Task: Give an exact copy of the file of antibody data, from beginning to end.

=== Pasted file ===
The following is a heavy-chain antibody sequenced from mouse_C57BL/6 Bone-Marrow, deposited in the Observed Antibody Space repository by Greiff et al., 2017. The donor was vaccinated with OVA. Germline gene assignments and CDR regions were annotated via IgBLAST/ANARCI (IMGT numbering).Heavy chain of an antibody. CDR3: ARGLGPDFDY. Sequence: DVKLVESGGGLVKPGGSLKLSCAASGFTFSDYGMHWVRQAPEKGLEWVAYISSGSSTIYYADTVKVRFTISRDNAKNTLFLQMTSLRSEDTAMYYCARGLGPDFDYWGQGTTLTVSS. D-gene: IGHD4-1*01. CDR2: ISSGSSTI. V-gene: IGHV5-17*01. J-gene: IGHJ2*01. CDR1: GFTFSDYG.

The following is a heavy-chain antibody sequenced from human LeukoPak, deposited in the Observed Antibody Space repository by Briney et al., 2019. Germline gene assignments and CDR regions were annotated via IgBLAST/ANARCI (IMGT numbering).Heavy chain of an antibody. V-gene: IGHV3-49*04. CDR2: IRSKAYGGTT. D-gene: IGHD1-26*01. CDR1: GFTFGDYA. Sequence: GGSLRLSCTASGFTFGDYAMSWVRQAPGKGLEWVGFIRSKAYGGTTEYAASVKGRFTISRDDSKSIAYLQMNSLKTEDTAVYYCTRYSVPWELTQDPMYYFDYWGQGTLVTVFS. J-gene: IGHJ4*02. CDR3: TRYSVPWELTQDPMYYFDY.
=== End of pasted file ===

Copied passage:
The following is a heavy-chain antibody sequenced from mouse_C57BL/6 Bone-Marrow, deposited in the Observed Antibody Space repository by Greiff et al., 2017. The donor was vaccinated with OVA. Germline gene assignments and CDR regions were annotated via IgBLAST/ANARCI (IMGT numbering).Heavy chain of an antibody. CDR3: ARGLGPDFDY. Sequence: DVKLVESGGGLVKPGGSLKLSCAASGFTFSDYGMHWVRQAPEKGLEWVAYISSGSSTIYYADTVKVRFTISRDNAKNTLFLQMTSLRSEDTAMYYCARGLGPDFDYWGQGTTLTVSS. D-gene: IGHD4-1*01. CDR2: ISSGSSTI. V-gene: IGHV5-17*01. J-gene: IGHJ2*01. CDR1: GFTFSDYG.

The following is a heavy-chain antibody sequenced from human LeukoPak, deposited in the Observed Antibody Space repository by Briney et al., 2019. Germline gene assignments and CDR regions were annotated via IgBLAST/ANARCI (IMGT numbering).Heavy chain of an antibody. V-gene: IGHV3-49*04. CDR2: IRSKAYGGTT. D-gene: IGHD1-26*01. CDR1: GFTFGDYA. Sequence: GGSLRLSCTASGFTFGDYAMSWVRQAPGKGLEWVGFIRSKAYGGTTEYAASVKGRFTISRDDSKSIAYLQMNSLKTEDTAVYYCTRYSVPWELTQDPMYYFDYWGQGTLVTVFS. J-gene: IGHJ4*02. CDR3: TRYSVPWELTQDPMYYFDY.